As more and more consumers are going online to fulfill their shopping needs, manufacturers need to pay close attention to how their products are being disseminated online. With online retail giants, like Amazon, meeting customer demand for increasingly diverse products and brands by authorizing third-party vendors to sell these products on their platforms, the need for brand consistency among manufacturers has never been more crucial.
The Third-Party Dilemma
The third-party dilemma goes a little something like this: say you’re a well-known brand like Coca-Cola, in an industry where lower-quality knock-offs sold and distributed by unauthorized third-parties can be a real problem. Consequently, you’re very careful where and how your products are sold and distributed. But you also need to get your products out there, so you authorize select third-party vendors—brick-and-mortar and online—to sell your products. You know how important it is to build a consistent customer experience, and you have the means to make sure that’s exactly what happens.
Now, say you’re a lesser-known brand on the rise, with perhaps fewer channels of distribution, and less brand clout. One day you notice your products are being sold online without your consent. You’re a little confused at first, maybe upset, but can’t argue with the fact that it’s contributing to your own bottom line. Besides, what harm could it really do?
Unfortunately, the answer that more and more manufacturers are waking up to is a lot. Take a look at a couple of the myths (along with their corresponding facts) behind the third-party dilemma:
Myth #1: It Will Increase Brand Awareness
One common misconception relating to the third-party seller dilemma, particularly as it relates to smaller brands, is that it will increase brand awareness. Whether some brands like it or not, the proliferation of eCommerce and online retail sites is allowing shoppers to more easily engage with new brands in a variety of different settings. And while it’s true that the transactions may be taking place through third-party vendors, at least your brand name is getting out there. Right?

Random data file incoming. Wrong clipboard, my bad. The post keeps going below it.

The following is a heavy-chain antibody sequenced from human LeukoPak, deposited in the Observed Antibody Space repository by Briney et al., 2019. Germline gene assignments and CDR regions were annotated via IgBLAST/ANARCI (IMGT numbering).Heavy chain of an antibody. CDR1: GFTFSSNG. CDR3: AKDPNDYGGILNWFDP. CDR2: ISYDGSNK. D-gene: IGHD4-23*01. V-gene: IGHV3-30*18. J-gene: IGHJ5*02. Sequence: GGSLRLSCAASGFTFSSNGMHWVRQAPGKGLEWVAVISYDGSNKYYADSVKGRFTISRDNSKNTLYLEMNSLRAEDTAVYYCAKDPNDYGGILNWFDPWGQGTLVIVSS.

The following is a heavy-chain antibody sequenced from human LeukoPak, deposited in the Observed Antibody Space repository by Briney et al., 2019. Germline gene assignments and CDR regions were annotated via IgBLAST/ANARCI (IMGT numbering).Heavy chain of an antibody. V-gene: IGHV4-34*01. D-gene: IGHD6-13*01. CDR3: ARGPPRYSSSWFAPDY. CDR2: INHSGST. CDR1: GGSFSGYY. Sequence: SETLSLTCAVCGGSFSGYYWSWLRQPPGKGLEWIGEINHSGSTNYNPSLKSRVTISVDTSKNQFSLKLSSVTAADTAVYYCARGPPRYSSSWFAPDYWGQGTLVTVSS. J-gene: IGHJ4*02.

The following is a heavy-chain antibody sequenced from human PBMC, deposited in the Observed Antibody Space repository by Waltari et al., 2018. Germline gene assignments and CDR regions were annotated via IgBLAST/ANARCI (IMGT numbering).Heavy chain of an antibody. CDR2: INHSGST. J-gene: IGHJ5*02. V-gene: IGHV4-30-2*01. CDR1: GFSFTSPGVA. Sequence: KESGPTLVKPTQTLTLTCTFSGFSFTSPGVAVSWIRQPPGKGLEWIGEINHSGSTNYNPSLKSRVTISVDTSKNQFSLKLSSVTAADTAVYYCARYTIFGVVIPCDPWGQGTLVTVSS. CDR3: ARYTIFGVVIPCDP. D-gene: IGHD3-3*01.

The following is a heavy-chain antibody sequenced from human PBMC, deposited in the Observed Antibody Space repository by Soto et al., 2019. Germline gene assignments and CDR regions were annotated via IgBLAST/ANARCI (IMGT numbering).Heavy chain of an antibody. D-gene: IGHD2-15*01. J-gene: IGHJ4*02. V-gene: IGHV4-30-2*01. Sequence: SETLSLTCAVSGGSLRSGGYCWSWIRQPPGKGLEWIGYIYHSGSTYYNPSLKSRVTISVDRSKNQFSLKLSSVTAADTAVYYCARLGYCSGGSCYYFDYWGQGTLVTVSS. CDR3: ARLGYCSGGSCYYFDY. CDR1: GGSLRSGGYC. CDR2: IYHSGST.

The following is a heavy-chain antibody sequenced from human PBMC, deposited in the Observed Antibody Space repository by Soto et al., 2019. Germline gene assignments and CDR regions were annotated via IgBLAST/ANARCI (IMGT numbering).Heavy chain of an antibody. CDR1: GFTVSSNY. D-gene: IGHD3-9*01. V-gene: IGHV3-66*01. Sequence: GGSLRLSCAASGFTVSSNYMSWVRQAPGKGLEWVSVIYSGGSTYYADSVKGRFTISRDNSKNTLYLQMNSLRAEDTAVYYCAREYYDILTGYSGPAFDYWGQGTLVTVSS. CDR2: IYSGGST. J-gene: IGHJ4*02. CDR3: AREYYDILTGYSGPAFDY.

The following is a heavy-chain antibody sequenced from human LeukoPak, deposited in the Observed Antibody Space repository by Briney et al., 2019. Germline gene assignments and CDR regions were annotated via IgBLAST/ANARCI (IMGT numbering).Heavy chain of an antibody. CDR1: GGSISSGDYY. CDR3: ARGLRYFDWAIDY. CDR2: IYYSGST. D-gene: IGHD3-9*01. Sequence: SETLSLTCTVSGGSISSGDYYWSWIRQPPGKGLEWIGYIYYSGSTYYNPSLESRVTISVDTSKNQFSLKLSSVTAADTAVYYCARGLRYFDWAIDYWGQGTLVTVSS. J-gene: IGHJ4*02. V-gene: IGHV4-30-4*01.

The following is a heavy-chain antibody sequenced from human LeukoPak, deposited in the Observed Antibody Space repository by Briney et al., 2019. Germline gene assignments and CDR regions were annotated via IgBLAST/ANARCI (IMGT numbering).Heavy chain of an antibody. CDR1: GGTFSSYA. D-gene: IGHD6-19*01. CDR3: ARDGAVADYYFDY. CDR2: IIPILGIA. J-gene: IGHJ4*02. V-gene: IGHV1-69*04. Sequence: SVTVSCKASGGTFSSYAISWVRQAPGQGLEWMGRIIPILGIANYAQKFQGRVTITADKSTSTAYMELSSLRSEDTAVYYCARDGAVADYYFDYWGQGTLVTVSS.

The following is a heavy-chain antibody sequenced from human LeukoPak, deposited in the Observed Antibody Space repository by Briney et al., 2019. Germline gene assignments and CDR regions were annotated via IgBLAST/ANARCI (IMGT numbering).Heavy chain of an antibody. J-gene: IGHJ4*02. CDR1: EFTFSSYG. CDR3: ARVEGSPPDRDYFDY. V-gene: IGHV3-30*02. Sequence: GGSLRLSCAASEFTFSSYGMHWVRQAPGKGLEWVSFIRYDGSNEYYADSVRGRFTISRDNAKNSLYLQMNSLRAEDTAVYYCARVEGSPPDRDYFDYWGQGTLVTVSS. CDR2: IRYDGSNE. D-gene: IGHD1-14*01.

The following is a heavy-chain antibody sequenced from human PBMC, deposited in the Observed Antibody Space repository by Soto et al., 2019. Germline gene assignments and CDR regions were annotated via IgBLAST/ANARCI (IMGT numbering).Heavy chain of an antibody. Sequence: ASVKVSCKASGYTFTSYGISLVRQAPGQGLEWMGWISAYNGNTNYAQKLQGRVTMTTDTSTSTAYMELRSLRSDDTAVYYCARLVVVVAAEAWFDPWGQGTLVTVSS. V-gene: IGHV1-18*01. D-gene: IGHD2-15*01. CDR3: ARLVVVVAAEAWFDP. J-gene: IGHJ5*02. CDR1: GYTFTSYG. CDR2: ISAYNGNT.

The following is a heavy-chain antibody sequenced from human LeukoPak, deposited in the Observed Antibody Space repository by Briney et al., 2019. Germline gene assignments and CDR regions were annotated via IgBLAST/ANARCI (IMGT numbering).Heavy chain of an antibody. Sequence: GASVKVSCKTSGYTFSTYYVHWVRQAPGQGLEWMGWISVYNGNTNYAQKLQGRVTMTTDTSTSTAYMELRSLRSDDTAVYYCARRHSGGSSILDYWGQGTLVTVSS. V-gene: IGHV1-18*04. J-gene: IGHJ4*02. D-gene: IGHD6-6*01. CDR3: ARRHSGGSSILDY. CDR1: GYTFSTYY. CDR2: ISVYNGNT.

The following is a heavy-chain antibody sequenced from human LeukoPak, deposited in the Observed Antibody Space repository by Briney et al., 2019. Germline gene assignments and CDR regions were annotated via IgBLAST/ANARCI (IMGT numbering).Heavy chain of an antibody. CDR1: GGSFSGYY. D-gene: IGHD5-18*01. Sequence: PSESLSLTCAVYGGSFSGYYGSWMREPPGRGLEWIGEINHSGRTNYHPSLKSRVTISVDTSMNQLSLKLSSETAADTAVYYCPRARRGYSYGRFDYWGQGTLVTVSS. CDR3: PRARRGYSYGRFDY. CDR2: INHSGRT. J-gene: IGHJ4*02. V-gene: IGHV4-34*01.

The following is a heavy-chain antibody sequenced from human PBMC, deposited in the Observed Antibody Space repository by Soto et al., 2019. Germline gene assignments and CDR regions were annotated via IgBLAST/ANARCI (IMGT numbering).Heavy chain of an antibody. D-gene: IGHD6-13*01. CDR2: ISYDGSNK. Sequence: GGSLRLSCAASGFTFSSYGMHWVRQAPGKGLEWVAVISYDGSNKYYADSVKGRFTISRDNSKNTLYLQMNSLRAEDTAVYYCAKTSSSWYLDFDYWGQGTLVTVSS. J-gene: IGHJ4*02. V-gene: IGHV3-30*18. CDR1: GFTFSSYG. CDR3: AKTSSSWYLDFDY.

Fact #1: It Can Jeopardize Brand Consistency
On the other hand, when you have other people selling your goods—namely those who care less about preserving your brand integrity and more about their bottom line—the threat of brand inconsistency skyrockets. Any damage caused by third-party vendors who are using outdated or low-quality product content immediately outweighs whatever goodwill or sales profits their efforts might have produced for your organization. Simply put, when customers have an inconsistent brand experience, it’s the brand (and not necessarily the third-party vendor) that ultimately suffers.
Myth #2: It Will Improve Product Transparency
Now, more than ever, customers want to know the who-what-when-where-and-why of everything online purchases offers: from the exact ingredients used, to the correct temperatures at which products should be stored, to where exactly the materials were sourced from. Thankfully, these various online platforms are built to provide modern customers with as interactive an experience as possible. The third-party dilemma could provide a great opportunity to match the growing demand for product transparency (as long as everyone—from your internal teams to these third-parties—has updated and correct information).
Fact #2: It Could Risk a Non-Compliance/Misrepresentation Suit
In a perfect world, these third-party vendors will be using accurate product data when marketing and selling your products. But when it comes to consumer packaged goods (an industry marked by rapid product turnover from year to year), chances are good they are working with outdated information—and this is a big deal! Say someone buys your product through a third-party (authorized or not), and her purchasing decision is based on content that is no longer relevant. And say that purchaser has an allergic reaction because your product content didn’t list certifications, ingredients or other facts that help in decision making…you are just as liable and culpable as the third-party reseller. You need to protect your brand and your company.